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Álex de la Iglesia Isn’t Clowning Around at Fantastic Fest

Álex de la Iglesia Isn’t Clowning Around at Fantastic Fest (photo)

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“I really hate clowns,” Álex de la Iglesia admitted mere moments into his introduction for “The Last Circus” (or “Balada Triste de Trompeta,” which translates to “Ballad of the Sad Trumpet”) his epic, darkly comic story of two clowns who fight for the love of an acrobat during the tumultuous era of fascism that followed the Spanish Civil War. Joined by Carolina Bang who plays the object of the clowns’ affection, de la Iglesia made the rare trip to the States for Fantastic Fest co-founder Harry Knowles, who geeked out while telling how he was first introduced to the director’s work when someone slipped him a sixth generation VHS copy of de la Iglesia’s “Day of the Beast.” He even added that de la Iglesia had an inadvertent hand in creating Fantastic Fest since it was after a screening of “800 Bullets” in Sitges that he and Tim League first discussed the idea of a genre festival in Austin.

Greeting Knowles with a hug, de la Iglesia was far less gracious when discussing clowns, to the delight of the audience. “My father took me to the circus in some dirty place. It always smelled bad,” de la Iglesia said. “[I would wonder] why are these guys so desperate? The red nose in the middle of the face? He’s a fucking alcoholic. The big shoes, why?” He went on to wonder aloud why there was always a sad clown — “why is he there if he’s not funny?”

09302010_AlexdelaIglesiaLastCircus.jpgIn “The Last Circus,” the sad clown Javier (Carlos Areces) has a purpose, assigned to his lot in life after coming from a long line of funny clowns that ends when his father explains to him that he’s seen too much tragedy in his life to be funny, only minutes before his execution at the hands of a general in Franco’s army. Next thing you know, it’s 1973 in Madrid and Javier is putting on bushy eyebrows and a single black teardrop down his face to perform in circus where he meets the beautiful and dangerous Natalia (Bang), who descends from the heavens twirling on a red ribbon and winds up being Javier’s one-way ticket to hell when the two strike up an easy friendship and her jealous, abusive boyfriend Sergio (Antonio de la Torre) turns out to be the funny clown to his sad one. Upon their introduction, Sergio tells Javier if he weren’t a clown, “I’d be a murderer.”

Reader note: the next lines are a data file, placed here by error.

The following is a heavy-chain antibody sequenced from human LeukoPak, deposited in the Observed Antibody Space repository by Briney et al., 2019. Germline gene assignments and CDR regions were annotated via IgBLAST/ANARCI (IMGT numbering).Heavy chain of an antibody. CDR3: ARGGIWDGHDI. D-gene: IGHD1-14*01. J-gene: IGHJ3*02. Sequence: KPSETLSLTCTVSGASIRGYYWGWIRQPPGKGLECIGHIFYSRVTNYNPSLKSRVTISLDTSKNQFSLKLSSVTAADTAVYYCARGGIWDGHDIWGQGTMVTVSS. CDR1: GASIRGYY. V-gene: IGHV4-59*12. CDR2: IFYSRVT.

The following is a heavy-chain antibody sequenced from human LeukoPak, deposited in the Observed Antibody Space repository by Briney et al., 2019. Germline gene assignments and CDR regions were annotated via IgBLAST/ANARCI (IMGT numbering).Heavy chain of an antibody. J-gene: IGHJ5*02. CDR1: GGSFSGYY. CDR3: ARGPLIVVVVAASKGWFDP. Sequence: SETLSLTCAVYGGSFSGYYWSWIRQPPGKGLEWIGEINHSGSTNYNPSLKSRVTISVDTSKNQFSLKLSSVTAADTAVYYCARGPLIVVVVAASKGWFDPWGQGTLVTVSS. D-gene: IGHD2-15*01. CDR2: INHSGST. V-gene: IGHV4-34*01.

De la Iglesia has been down this road of violent one-upsmanship before with 1999’s “Dying of Laughter,” but in weaving in actual historical events like the assassination of Blanco during the counter-cultural revolution, “The Last Circus” is one of his broadest films to date, both in terms of scope and its humor, which pulls no punches in showing a nude Javier stripping the bones of a dead deer carcass clean while hiding from Sergio in the forest or basking in the grandeur of a war sequence involving circus performers that is usually reserved for a Spielberg-Hanks World War II miniseries. Fans of de la Iglesia will appreciate that his wild streak is back after the more serious-minded “The Oxford Murders,” and while some might not spark to his occasionally outrageous sensibilities and asides, I found “The Last Circus” benefitted from a second viewing where I wasn’t quite as caught up in his always clever visuals (he is shooting in and around a circus, after all), which allowed the story and political subtext to shine through.

“I don’t want to transplant my life onto my country’s experience,” said de la Iglesia, during the post-screening Q & A in a rare moment of seriousness. “But I believe everyone in Spain has some pain and we need to talk about it. That’s why I made the movie.”